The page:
The following letter (acquired through a reliable but anonymous transtemporal source) will be written by the Rev. Dr. Judith Hardanger-Hansen, archbishop of the American Archdiocese of the Lutheran Companionship of the Benevolent Deity Spiritual Movement (BDSM) sometime around the second decade of the 21st Century.
Beloved in the Offspring:
I would like to thank all those who have written and e-mailed in response to my previous pastoral letter. Thanks to those who expressed their support.
The rest of you should be aware that your messages have been forwarded to the Tolerance Directorate for possible prosecution.
A question has been raised in the media recently concerning demographic changes in our Comradeship. Figures have appeared claiming that our Lutheran body now includes only a 17% male membership, and that most of that 17% is boys under twelve years of age. Only 6% of our pastors (according to our own statistics) are male, and half of those are gay.
First of all, I must state that we dispute some of these figures. Several of them have not been generated through official channels. We have very rigorous, subjectively controlled procedures for calculating membership statistics within our organization, and our figures place our male membership at nearly 29%.
But even granting, for the sake of argument, the lower figure, how are we to account for such disappointing engagement among almost half the population?
The charge that men have been “elbowed out” of participation and leadership is unworthy of serious consideration, and I shall ignore it.
I see two credible explanations.
The first is one advanced by my personal friend, Rev. Dr. Sophia Wolhammer-Smith-Guevera of Union Theological Seminary, in her groundbreaking book, The Gentile Sex. In this seminal work, she propounds the theory that males are, in fact, “sinners.”
She points to numerous biblical passages (I haven’t time to look them up just now) which have, traditionally, been translated to say, “All men are sinners, and are under judgment.”
It is her thesis that such passages should be understood literally. In the fall of Adam (which, it should be noted, is never called “the fall of Eve” in scripture) it was the male who sinned and became subject to judgment.
In this view, original sin applies only to males. Women have never “fallen,” and require no redemption.
It follows that men are naturally resistant to all that is good, and are uncomfortable in the nurturing environment of the contemporary church.
Dr. Wolhammer-Smith-Guevera leaves the question open as to whether the gospel should be preached to men or not. She notes that in the view of many modern theologians, such souls as men possess are probably not worth the trouble. And we’re all aware of what men did with the church when they were running it. It may be best to let bad enough alone, especially in view of recent advances in fertility science, which promise to make men entirely superfluous.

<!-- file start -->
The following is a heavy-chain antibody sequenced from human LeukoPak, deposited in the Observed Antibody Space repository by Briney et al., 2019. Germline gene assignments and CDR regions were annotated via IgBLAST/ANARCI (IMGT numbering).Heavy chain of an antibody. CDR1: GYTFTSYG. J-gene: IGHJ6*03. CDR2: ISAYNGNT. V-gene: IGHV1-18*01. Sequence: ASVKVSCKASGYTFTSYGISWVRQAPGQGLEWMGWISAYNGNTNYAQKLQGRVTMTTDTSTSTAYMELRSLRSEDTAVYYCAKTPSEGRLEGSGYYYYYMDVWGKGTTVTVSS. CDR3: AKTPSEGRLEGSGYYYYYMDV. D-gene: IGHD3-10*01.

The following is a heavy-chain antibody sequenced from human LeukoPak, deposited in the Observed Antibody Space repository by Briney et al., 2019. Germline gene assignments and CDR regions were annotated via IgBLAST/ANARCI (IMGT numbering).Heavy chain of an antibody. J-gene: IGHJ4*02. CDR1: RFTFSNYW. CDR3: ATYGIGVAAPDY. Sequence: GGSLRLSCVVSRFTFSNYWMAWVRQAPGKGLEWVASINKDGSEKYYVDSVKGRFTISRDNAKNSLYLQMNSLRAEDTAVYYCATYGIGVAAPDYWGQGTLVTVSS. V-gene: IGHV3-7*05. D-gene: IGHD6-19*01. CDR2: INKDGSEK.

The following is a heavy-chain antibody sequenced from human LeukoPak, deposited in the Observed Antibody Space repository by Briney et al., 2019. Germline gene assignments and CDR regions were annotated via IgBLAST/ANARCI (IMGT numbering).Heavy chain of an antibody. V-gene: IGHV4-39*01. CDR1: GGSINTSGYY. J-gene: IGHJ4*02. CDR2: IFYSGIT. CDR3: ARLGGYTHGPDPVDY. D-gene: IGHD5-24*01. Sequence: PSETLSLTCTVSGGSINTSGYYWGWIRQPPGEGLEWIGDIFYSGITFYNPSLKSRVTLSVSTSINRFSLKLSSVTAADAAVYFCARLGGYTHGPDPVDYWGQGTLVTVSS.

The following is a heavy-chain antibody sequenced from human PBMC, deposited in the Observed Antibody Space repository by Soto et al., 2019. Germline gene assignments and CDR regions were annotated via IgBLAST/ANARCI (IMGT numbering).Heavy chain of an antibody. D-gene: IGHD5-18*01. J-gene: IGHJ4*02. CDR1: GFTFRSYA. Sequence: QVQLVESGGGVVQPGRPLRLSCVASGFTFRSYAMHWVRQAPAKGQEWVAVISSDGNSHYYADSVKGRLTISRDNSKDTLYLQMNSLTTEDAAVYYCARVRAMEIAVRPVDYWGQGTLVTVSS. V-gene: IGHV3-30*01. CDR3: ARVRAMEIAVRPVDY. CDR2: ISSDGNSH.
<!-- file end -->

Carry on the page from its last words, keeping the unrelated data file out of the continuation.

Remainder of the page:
I personally am inclined, with all deference to my friend’s scholarship, to take a more moderate view. I note that in the New Testament there appears to be a mysterious concept known (in English) as “atonement.” The idea of atonement has long been a mystery to feminist theologians, since we take it as a first principle that people are born perfect, with no need (as one of our friends famously said) of “folks hanging on crosses, and blood dripping, and weird stuff.”
But it is possible, I think, to imagine a Dual Order, in which the blessed Offspring’s act of atonement applies only to males. This would be a true act of grace, since (as recent scholarship has shown) the Offspring was not a male but a female (see Moira Individualperson’s [formerly Manson’s] book, The Da Vinci Chromosome). The idea of a divine Woman (as all women are divine, we have no need of elaborate theories of Incarnation) giving her life for sinful, contemptible men imparts new meaning to the creedal phrase “for us men and for our salvation.”
There is also a second option, one which is gaining popular support in the wake of the recent Glorious Revolution achieved by our beloved Muslim neighbors.
This thesis is that men ought to be Muslims.
I’m sure you have noticed the remarkable differences between Christian men (in general) and Muslim men (in general).
Christian men today, it must be admitted, are pretty ineffectual creatures. They show no initiative. They sit on the couch and watch sports. They play video games. They drink beer. You can’t get them to argue with you even when you want them to, and trying to involve them in church activities is hopeless. They are weak fish.
Contrast them with the Muslim men you know. Muslim men are strong. They are masterful. They are unashamedly devout. They have a wonderful air of authority about them. You feel protected in their presence.
It is notable, and has been remarked on by many, that behavior which would be entirely inappropriate and unacceptable coming from a Christian man is somehow graceful — even beautiful — when performed by a Muslim. It is hard to account for this most familiar, if mysterious, sensation.
It seems a reasonable hypothesis that God intended men to be Muslims. This theory also provides an elegant solution to the worldwide religious crisis of our time. Women will have Christianity. Men (and women of Muslim heritage) will have Islam. Women will have a religion that suits them; men a religion that suits them. In case of marriage (for those who choose that purely optional arrangement) there is a long and harmonious history of Christian women being married to fine Muslim men, in homes abounding in mutual love and respect.p>( signed ) br> Rev. Dr. Judith Hardanger-Hansen br> Archbishop /p>
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